- Clean the car, or at least the area to be treated, and let it dry thoroughly. Some manufacturers supply specially impregnated cleaning wipes to do this and these are highly recommended, especially for smaller areas.
- If washing by hand you are advised to fit a grit guard to your water bucket – these devices prevent grit and dirt from being picked up by your sponge and re-applied to the paint, possible causing more scratches.
- It is essential to ensure that there is no grit or dirt on the area to be treated. If there is a problem, you may need to use a “clay bar” to remove any contaminants.
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Step Two: Application
- If applying the rubbing compound by hand, then put a small amount onto your cloth or applicator and begin to rub the affected area with a gentle circular motion.
- If the area to be treated is large you are advised to start at the top and work down.
- If using a buffing machine, then be sure to familiarise yourself with its use and any safety precautions that are advised. Practice on a small hidden-away area first or on a piece of scrap material if you have one, to get the hang of the way that the machine works before unleashing it onto your precious paintwork.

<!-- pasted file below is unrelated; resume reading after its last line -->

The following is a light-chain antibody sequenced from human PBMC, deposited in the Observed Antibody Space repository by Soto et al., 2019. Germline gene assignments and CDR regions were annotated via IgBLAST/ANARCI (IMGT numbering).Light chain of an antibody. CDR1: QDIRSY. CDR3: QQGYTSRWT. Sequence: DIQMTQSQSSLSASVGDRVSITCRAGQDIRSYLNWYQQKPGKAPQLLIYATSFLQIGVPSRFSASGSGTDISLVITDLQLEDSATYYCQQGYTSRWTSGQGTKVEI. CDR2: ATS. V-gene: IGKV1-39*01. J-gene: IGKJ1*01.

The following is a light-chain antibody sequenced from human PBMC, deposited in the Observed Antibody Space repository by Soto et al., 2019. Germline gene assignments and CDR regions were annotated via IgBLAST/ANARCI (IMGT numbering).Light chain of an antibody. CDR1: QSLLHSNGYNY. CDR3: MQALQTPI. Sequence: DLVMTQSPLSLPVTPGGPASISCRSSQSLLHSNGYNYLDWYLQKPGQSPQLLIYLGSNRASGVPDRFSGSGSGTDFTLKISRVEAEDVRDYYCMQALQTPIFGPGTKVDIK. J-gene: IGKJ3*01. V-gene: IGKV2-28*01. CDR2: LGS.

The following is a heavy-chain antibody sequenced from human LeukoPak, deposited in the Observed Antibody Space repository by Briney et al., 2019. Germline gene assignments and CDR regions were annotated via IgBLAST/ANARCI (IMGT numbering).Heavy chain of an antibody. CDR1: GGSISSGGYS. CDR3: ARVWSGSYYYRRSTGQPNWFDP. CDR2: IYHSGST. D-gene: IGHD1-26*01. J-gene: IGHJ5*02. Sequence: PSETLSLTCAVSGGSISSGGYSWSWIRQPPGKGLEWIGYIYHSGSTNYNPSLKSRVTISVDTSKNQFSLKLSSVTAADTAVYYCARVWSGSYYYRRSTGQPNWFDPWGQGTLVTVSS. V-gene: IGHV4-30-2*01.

- Only use a little at a time because if there is any excess compound and it dries it is more difficult to shift and the job will take you longer.
- Buff away with a microfiber towel, or similar, as you go, applying more compound if the desired result is not achieved.
- Once the area to be treated is finished then apply a coat of good quality vehicle polish and buff to a showroom shine, preferably with a machine buffer.
These steps should be repeated until you have the finish you require. Once that is achieved it is strongly advised that you apply further coats of polish at regular intervals in order to protect the newly exposed paintwork. If you take the time to properly use a rubbing compound the results can be truly impressive and give a new lease of life to your vehicle’s paintwork.